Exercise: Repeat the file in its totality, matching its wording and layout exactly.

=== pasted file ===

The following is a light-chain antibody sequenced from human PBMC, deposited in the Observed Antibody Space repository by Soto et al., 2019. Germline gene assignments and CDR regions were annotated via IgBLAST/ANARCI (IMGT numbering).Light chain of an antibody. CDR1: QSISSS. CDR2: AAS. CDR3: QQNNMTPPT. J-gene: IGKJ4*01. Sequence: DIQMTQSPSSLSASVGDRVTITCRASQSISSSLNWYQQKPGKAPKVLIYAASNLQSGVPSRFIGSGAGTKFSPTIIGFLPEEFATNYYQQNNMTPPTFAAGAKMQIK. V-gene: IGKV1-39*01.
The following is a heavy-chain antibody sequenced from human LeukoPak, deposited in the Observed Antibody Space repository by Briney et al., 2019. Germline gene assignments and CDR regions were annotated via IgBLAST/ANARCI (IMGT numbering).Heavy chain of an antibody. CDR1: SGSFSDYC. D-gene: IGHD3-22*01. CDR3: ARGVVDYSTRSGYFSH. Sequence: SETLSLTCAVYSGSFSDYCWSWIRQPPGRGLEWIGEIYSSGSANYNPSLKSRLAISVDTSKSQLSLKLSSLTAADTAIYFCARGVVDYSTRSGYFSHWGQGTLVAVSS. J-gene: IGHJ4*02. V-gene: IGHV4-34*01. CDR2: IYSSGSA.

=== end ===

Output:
The following is a light-chain antibody sequenced from human PBMC, deposited in the Observed Antibody Space repository by Soto et al., 2019. Germline gene assignments and CDR regions were annotated via IgBLAST/ANARCI (IMGT numbering).Light chain of an antibody. CDR1: QSISSS. CDR2: AAS. CDR3: QQNNMTPPT. J-gene: IGKJ4*01. Sequence: DIQMTQSPSSLSASVGDRVTITCRASQSISSSLNWYQQKPGKAPKVLIYAASNLQSGVPSRFIGSGAGTKFSPTIIGFLPEEFATNYYQQNNMTPPTFAAGAKMQIK. V-gene: IGKV1-39*01.
The following is a heavy-chain antibody sequenced from human LeukoPak, deposited in the Observed Antibody Space repository by Briney et al., 2019. Germline gene assignments and CDR regions were annotated via IgBLAST/ANARCI (IMGT numbering).Heavy chain of an antibody. CDR1: SGSFSDYC. D-gene: IGHD3-22*01. CDR3: ARGVVDYSTRSGYFSH. Sequence: SETLSLTCAVYSGSFSDYCWSWIRQPPGRGLEWIGEIYSSGSANYNPSLKSRLAISVDTSKSQLSLKLSSLTAADTAIYFCARGVVDYSTRSGYFSHWGQGTLVAVSS. J-gene: IGHJ4*02. V-gene: IGHV4-34*01. CDR2: IYSSGSA.